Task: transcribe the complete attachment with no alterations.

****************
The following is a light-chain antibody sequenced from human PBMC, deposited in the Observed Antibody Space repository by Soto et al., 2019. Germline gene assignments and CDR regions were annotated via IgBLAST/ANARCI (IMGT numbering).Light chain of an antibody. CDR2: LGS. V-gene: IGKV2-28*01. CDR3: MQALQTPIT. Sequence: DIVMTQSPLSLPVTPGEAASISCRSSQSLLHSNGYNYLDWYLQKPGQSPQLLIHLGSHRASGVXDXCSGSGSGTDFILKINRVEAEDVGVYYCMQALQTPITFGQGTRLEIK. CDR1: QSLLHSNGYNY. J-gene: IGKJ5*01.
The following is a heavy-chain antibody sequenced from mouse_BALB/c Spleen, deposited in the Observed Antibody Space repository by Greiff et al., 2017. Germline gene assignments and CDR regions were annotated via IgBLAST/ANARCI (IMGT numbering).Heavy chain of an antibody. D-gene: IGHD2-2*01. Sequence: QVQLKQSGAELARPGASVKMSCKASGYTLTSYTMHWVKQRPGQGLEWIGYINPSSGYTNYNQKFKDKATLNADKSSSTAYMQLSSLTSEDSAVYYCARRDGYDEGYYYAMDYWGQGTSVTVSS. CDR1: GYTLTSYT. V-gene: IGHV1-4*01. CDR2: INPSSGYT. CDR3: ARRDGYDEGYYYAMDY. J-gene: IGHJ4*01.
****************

The following is a light-chain antibody sequenced from human PBMC, deposited in the Observed Antibody Space repository by Soto et al., 2019. Germline gene assignments and CDR regions were annotated via IgBLAST/ANARCI (IMGT numbering).Light chain of an antibody. CDR2: LGS. V-gene: IGKV2-28*01. CDR3: MQALQTPIT. Sequence: DIVMTQSPLSLPVTPGEAASISCRSSQSLLHSNGYNYLDWYLQKPGQSPQLLIHLGSHRASGVXDXCSGSGSGTDFILKINRVEAEDVGVYYCMQALQTPITFGQGTRLEIK. CDR1: QSLLHSNGYNY. J-gene: IGKJ5*01.
The following is a heavy-chain antibody sequenced from mouse_BALB/c Spleen, deposited in the Observed Antibody Space repository by Greiff et al., 2017. Germline gene assignments and CDR regions were annotated via IgBLAST/ANARCI (IMGT numbering).Heavy chain of an antibody. D-gene: IGHD2-2*01. Sequence: QVQLKQSGAELARPGASVKMSCKASGYTLTSYTMHWVKQRPGQGLEWIGYINPSSGYTNYNQKFKDKATLNADKSSSTAYMQLSSLTSEDSAVYYCARRDGYDEGYYYAMDYWGQGTSVTVSS. CDR1: GYTLTSYT. V-gene: IGHV1-4*01. CDR2: INPSSGYT. CDR3: ARRDGYDEGYYYAMDY. J-gene: IGHJ4*01.